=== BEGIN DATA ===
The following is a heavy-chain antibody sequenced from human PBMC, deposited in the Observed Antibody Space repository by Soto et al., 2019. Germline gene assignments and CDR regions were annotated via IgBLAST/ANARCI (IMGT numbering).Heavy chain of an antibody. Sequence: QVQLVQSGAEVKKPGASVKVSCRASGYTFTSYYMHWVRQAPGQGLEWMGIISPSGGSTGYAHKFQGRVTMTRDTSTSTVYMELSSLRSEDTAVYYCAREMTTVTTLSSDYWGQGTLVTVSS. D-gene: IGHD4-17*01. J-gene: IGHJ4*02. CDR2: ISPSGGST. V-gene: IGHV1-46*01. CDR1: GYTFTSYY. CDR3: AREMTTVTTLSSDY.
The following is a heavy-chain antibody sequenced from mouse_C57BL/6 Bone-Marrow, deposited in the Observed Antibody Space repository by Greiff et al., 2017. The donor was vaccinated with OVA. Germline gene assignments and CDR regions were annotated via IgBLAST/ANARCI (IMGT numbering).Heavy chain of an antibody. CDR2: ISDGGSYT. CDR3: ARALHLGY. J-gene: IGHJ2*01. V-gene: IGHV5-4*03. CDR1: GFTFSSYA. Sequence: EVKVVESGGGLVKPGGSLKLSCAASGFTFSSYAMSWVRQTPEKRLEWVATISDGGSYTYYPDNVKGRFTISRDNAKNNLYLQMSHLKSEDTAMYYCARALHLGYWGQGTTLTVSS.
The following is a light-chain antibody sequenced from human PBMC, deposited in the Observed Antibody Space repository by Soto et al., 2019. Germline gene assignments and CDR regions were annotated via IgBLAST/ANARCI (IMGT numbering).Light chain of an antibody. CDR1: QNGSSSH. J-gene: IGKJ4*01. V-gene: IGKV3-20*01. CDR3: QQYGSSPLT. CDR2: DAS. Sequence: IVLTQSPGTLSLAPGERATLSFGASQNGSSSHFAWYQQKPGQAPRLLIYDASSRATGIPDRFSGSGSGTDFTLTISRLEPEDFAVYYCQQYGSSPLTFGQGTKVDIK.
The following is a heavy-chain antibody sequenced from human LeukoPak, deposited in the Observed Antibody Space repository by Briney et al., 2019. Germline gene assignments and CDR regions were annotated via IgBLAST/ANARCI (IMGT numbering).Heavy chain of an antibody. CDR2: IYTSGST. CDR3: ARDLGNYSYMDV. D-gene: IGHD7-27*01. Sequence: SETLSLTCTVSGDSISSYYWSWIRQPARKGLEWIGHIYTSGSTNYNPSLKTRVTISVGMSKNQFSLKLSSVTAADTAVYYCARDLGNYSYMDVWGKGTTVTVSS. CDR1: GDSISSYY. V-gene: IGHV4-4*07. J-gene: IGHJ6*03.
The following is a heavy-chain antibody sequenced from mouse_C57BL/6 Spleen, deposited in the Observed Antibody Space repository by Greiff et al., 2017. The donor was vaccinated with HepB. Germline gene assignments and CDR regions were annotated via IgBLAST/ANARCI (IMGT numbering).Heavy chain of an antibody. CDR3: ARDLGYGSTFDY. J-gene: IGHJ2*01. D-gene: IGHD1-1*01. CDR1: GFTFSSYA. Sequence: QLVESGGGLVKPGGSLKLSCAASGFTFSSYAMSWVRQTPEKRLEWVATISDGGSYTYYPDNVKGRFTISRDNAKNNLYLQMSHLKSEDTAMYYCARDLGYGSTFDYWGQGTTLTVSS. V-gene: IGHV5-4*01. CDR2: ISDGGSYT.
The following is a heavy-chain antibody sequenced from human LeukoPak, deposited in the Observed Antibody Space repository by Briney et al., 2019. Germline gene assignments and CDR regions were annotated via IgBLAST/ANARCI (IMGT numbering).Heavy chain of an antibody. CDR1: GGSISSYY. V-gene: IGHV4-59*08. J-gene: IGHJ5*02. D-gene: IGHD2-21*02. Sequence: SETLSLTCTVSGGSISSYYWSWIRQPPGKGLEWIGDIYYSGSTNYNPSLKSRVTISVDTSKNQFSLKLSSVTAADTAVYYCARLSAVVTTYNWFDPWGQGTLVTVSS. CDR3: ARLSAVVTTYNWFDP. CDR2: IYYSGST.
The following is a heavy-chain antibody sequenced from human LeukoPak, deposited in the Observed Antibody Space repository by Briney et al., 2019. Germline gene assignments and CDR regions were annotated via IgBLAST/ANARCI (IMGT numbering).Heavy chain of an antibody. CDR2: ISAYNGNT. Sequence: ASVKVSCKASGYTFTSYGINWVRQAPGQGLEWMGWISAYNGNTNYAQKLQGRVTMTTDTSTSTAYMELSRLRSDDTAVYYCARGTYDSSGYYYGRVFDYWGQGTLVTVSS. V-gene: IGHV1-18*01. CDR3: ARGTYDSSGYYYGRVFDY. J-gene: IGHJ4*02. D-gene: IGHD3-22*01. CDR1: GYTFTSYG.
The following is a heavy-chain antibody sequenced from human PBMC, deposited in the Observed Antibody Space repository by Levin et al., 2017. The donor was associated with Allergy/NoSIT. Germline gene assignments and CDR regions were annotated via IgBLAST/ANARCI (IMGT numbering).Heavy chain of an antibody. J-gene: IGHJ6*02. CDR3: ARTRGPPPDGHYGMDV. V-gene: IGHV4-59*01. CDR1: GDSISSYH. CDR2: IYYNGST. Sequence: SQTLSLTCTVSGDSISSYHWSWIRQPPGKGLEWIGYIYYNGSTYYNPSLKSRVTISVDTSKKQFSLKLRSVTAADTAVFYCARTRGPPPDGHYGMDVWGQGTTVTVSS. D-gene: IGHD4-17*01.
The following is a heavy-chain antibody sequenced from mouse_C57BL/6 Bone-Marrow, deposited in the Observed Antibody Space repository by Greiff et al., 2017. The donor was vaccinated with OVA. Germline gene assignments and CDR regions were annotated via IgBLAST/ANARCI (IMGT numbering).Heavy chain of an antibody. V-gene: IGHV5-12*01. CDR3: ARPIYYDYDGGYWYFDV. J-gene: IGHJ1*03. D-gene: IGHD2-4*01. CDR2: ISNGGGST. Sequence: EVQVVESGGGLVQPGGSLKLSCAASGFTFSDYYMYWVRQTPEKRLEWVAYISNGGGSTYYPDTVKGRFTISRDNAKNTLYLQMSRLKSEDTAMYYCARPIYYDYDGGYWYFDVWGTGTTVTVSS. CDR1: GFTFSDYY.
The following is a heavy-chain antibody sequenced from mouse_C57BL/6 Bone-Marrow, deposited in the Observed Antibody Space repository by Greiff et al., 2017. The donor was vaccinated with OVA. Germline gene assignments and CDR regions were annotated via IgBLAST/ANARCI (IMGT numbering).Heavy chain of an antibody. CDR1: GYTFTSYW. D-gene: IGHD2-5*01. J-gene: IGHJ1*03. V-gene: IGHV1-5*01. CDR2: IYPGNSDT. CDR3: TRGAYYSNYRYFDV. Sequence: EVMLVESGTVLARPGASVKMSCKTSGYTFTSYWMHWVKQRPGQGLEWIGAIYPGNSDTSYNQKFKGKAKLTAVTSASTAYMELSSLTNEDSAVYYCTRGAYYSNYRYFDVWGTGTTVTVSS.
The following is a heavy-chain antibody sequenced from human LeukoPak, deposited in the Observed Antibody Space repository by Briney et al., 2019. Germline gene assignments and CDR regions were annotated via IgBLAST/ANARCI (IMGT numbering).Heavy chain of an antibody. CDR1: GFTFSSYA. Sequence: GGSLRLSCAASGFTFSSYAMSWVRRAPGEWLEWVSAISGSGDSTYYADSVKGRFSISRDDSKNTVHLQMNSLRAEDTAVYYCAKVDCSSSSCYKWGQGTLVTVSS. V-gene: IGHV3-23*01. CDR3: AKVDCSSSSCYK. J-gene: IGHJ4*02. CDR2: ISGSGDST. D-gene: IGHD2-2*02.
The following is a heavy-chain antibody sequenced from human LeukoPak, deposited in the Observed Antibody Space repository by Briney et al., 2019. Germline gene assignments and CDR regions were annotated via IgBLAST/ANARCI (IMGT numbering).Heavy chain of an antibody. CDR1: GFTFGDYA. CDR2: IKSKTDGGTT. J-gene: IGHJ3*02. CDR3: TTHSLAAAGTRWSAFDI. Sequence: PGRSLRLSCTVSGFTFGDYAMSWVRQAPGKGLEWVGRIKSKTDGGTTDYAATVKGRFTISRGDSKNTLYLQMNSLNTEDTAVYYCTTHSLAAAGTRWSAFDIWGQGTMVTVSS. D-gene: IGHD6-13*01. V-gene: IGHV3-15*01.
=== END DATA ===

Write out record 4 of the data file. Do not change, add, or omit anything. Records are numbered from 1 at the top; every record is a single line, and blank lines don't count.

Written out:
The following is a heavy-chain antibody sequenced from human LeukoPak, deposited in the Observed Antibody Space repository by Briney et al., 2019. Germline gene assignments and CDR regions were annotated via IgBLAST/ANARCI (IMGT numbering).Heavy chain of an antibody. CDR2: IYTSGST. CDR3: ARDLGNYSYMDV. D-gene: IGHD7-27*01. Sequence: SETLSLTCTVSGDSISSYYWSWIRQPARKGLEWIGHIYTSGSTNYNPSLKTRVTISVGMSKNQFSLKLSSVTAADTAVYYCARDLGNYSYMDVWGKGTTVTVSS. CDR1: GDSISSYY. V-gene: IGHV4-4*07. J-gene: IGHJ6*03.